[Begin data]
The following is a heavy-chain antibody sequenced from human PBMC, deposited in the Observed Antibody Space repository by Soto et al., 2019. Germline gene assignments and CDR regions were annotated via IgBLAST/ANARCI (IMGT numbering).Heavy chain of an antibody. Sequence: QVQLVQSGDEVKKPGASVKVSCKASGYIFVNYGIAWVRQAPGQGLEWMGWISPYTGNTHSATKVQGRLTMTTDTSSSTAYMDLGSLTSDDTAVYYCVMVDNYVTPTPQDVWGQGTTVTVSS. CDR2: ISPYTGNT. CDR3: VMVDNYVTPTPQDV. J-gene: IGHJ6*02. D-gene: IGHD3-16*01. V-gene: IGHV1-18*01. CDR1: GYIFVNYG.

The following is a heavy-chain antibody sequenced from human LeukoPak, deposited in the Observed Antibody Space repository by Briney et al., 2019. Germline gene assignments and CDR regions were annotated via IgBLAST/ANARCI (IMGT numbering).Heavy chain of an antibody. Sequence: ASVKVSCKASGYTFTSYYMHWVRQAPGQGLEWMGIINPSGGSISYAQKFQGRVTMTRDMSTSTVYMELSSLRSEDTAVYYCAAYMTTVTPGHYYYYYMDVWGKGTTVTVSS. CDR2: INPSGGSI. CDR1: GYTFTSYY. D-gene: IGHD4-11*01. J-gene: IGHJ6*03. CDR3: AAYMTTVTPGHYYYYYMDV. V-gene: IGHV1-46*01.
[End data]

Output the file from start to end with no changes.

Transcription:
The following is a heavy-chain antibody sequenced from human PBMC, deposited in the Observed Antibody Space repository by Soto et al., 2019. Germline gene assignments and CDR regions were annotated via IgBLAST/ANARCI (IMGT numbering).Heavy chain of an antibody. Sequence: QVQLVQSGDEVKKPGASVKVSCKASGYIFVNYGIAWVRQAPGQGLEWMGWISPYTGNTHSATKVQGRLTMTTDTSSSTAYMDLGSLTSDDTAVYYCVMVDNYVTPTPQDVWGQGTTVTVSS. CDR2: ISPYTGNT. CDR3: VMVDNYVTPTPQDV. J-gene: IGHJ6*02. D-gene: IGHD3-16*01. V-gene: IGHV1-18*01. CDR1: GYIFVNYG.

The following is a heavy-chain antibody sequenced from human LeukoPak, deposited in the Observed Antibody Space repository by Briney et al., 2019. Germline gene assignments and CDR regions were annotated via IgBLAST/ANARCI (IMGT numbering).Heavy chain of an antibody. Sequence: ASVKVSCKASGYTFTSYYMHWVRQAPGQGLEWMGIINPSGGSISYAQKFQGRVTMTRDMSTSTVYMELSSLRSEDTAVYYCAAYMTTVTPGHYYYYYMDVWGKGTTVTVSS. CDR2: INPSGGSI. CDR1: GYTFTSYY. D-gene: IGHD4-11*01. J-gene: IGHJ6*03. CDR3: AAYMTTVTPGHYYYYYMDV. V-gene: IGHV1-46*01.